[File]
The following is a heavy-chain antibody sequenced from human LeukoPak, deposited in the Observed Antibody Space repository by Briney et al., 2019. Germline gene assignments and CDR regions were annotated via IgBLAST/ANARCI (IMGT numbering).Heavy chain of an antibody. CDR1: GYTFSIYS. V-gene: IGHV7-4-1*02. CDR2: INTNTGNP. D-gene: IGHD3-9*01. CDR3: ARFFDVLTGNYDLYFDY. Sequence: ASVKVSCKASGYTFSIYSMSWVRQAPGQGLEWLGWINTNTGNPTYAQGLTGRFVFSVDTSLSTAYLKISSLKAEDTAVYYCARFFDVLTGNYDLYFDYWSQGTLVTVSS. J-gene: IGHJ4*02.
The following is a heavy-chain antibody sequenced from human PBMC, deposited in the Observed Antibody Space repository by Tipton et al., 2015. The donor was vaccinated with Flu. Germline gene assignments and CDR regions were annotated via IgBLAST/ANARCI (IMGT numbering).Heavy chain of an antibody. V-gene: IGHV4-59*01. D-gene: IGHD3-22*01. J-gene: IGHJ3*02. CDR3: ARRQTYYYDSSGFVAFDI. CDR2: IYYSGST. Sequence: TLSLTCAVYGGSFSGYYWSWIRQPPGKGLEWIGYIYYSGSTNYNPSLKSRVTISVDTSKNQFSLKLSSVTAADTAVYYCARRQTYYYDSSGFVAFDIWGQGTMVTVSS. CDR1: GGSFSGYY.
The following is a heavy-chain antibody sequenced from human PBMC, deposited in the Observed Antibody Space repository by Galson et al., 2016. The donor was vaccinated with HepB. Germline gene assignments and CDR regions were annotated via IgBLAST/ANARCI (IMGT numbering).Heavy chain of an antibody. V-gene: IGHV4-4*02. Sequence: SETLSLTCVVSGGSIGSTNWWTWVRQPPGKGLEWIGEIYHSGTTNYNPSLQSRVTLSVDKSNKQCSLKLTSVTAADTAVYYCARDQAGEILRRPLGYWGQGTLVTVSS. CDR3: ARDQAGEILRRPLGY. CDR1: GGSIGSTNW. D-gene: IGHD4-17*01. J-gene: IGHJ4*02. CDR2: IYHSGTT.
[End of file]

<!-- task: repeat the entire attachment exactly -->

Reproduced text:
The following is a heavy-chain antibody sequenced from human LeukoPak, deposited in the Observed Antibody Space repository by Briney et al., 2019. Germline gene assignments and CDR regions were annotated via IgBLAST/ANARCI (IMGT numbering).Heavy chain of an antibody. CDR1: GYTFSIYS. V-gene: IGHV7-4-1*02. CDR2: INTNTGNP. D-gene: IGHD3-9*01. CDR3: ARFFDVLTGNYDLYFDY. Sequence: ASVKVSCKASGYTFSIYSMSWVRQAPGQGLEWLGWINTNTGNPTYAQGLTGRFVFSVDTSLSTAYLKISSLKAEDTAVYYCARFFDVLTGNYDLYFDYWSQGTLVTVSS. J-gene: IGHJ4*02.
The following is a heavy-chain antibody sequenced from human PBMC, deposited in the Observed Antibody Space repository by Tipton et al., 2015. The donor was vaccinated with Flu. Germline gene assignments and CDR regions were annotated via IgBLAST/ANARCI (IMGT numbering).Heavy chain of an antibody. V-gene: IGHV4-59*01. D-gene: IGHD3-22*01. J-gene: IGHJ3*02. CDR3: ARRQTYYYDSSGFVAFDI. CDR2: IYYSGST. Sequence: TLSLTCAVYGGSFSGYYWSWIRQPPGKGLEWIGYIYYSGSTNYNPSLKSRVTISVDTSKNQFSLKLSSVTAADTAVYYCARRQTYYYDSSGFVAFDIWGQGTMVTVSS. CDR1: GGSFSGYY.
The following is a heavy-chain antibody sequenced from human PBMC, deposited in the Observed Antibody Space repository by Galson et al., 2016. The donor was vaccinated with HepB. Germline gene assignments and CDR regions were annotated via IgBLAST/ANARCI (IMGT numbering).Heavy chain of an antibody. V-gene: IGHV4-4*02. Sequence: SETLSLTCVVSGGSIGSTNWWTWVRQPPGKGLEWIGEIYHSGTTNYNPSLQSRVTLSVDKSNKQCSLKLTSVTAADTAVYYCARDQAGEILRRPLGYWGQGTLVTVSS. CDR3: ARDQAGEILRRPLGY. CDR1: GGSIGSTNW. D-gene: IGHD4-17*01. J-gene: IGHJ4*02. CDR2: IYHSGTT.